Media engine for hardware-accelerated H.264 and HEVC Media engine for hardware-accelerated H.264, HEVC, ProRes, and ProRes RAW
ProRes encode and decode engine

All Apple silicon chips other than the ‌M1‌ chip contain media engines for hardware-accelerated H.264, HEVC, ProRes, and ProRes RAW video. The M3 chip also adds support for AV1 decode.

Thanks to use of more advanced fabrication processes and larger surface areas, Apple has added more transistors to its M-series chips with each generation:

(Standard) Pro Max Ultra
‌M1‌ 16 billion 33.7 billion 57 billion 114 billion
‌M2‌ 20 billion 40 billion 67 billion 134 billion
M3 25 billion 37 billion 92 billion


Each Apple silicon chip is only available in a select number of Apple devices. The standard ‌M1‌ and ‌M2‌ chips are present in a large number of laptop and desktop devices, several ‌iPad‌ models, and even the upcoming Vision Pro headset, owing to their requirement for a balance of performance and efficiency. On the other hand, the ‌M2‌ Ultra, Apple's most powerful custom silicon chip to date, is only available in the high-end Mac Studio and Mac Pro.

(Standard) Pro Max Ultra
‌M1‌ MacBook Air (2020)
Mac mini (2020)
MacBook Pro (13-inch, 2020)
iMac (2021)
iPad Pro (2021)
iPad Air (2022)
MacBook Pro (14-inch and 16-inch, 2021) MacBook Pro (14-inch and 16-inch, 2021)
‌Mac Studio‌ (2022)
‌Mac Studio‌ (2022)
‌M2‌ ‌MacBook Air‌ (2022, 2023)
MacBook Pro (13-inch, 2022)
‌iPad Pro‌ (2022)
Mac Mini (2023)
Vision Pro (2024)
MacBook Pro (14-inch and 16-inch, early 2023)
‌Mac mini‌ (2023)
MacBook Pro (14-inch and 16-inch, early 2023)
‌Mac Studio‌ (2023)
‌Mac Studio‌ (2023)
‌Mac Pro‌ (2023)
M3 MacBook Pro (14-inch, late 2023)
‌iMac‌ (2023)
‌MacBook Air‌ (13-inch and 15-inch, early 2024)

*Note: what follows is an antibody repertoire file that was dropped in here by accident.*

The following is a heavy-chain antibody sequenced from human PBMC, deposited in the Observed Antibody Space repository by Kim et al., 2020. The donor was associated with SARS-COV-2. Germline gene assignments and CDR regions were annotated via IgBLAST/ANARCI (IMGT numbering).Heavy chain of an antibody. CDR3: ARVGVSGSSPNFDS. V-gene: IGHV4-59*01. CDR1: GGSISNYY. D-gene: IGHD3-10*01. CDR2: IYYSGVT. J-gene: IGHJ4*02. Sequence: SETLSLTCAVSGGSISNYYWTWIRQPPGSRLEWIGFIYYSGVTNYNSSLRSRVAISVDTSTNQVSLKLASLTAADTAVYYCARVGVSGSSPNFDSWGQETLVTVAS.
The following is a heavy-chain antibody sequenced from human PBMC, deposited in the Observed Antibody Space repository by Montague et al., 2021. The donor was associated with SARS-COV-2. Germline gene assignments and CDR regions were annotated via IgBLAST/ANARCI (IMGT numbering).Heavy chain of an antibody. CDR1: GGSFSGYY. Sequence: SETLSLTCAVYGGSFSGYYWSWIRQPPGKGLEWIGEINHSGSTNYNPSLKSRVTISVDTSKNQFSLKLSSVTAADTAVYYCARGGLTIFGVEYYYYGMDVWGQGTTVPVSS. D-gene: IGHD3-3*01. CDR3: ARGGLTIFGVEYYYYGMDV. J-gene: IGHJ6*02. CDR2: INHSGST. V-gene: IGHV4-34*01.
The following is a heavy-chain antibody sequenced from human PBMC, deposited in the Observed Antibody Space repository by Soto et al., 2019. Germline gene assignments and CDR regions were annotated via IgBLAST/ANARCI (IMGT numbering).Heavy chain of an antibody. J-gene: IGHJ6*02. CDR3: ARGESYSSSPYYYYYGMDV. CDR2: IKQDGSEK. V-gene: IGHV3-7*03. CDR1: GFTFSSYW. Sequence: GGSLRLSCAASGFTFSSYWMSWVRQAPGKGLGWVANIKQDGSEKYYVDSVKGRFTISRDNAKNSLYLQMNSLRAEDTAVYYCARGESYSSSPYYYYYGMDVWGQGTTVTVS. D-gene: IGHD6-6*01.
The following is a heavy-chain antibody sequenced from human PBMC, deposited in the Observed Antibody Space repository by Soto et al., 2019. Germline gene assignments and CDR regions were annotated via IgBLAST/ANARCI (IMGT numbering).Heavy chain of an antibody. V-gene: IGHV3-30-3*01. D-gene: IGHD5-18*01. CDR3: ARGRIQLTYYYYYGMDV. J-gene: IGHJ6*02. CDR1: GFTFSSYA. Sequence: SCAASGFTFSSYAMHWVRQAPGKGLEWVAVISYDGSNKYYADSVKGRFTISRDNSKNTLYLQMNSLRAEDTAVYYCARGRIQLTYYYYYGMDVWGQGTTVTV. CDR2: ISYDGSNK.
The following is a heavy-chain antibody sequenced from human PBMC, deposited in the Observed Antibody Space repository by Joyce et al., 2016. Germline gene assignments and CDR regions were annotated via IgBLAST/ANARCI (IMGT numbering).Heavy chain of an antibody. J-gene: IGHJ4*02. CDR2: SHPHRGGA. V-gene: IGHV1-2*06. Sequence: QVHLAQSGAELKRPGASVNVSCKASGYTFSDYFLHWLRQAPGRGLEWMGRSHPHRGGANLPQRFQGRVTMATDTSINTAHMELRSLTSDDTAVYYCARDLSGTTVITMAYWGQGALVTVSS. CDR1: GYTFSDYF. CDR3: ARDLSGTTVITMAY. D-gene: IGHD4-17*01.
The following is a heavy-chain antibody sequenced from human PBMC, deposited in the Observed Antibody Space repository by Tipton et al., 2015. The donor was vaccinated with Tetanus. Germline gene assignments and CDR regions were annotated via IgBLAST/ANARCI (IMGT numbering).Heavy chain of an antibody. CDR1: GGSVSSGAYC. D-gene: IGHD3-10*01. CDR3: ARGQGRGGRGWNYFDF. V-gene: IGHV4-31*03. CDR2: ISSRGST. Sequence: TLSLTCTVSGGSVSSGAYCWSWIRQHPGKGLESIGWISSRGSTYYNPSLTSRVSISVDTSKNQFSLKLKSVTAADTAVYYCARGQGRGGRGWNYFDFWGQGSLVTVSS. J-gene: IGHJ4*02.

MacBook Pro (14-inch and 16-inch, late 2023) MacBook Pro (14-inch and 16-inch, late 2023)

CPU and GPU Cores

CPU cores are individual processing units within a Central Processing Unit (CPU) responsible for executing instructions and performing general-purpose tasks, while GPU cores are specialized units within a Graphics Processing Unit (GPU) designed for parallel processing and graphics-intensive tasks.

m1 max chip
The number of CPU and GPU cores in an Apple silicon chip impacts the performance and multitasking capabilities of a Mac, with more cores leading to faster and more efficient execution of tasks, especially in intensive workloads. The table below presents a comparison of the core configurations and GPU specifications for the different variants of the ‌M1‌ and ‌M2‌ chips:

(Standard) Pro Max Ultra
‌M1‌ 4 high-performance cores
4 energy-efficient cores
7- or 8-core GPU
6 or 8 high-performance cores
2 energy-efficient cores
14- or 16-core GPU
8 high-performance cores
2 energy-efficient cores
24- or 32-core GPU
16 high-performance cores
4 energy-efficient cores
48- or 64-core GPU
‌M2‌ 4 high-performance cores
4 energy-efficient cores
8- or 10-core GPU
6 or 8 high-performance cores
4 energy-efficient cores
16- or 19-core GPU
8 high-performance cores
4 energy-efficient cores
30- or 38-core GPU
16 high-performance cores
8 energy-efficient cores
60- or 76-core GPU
M3 4 high-performance cores
4 energy-efficient cores
8- or 10-core GPU
5 or 6 high-performance cores
6 energy-efficient cores
14- or 18-core GPU
10 or 12 high-performance cores
4 energy-efficient cores
30- or 40-core GPU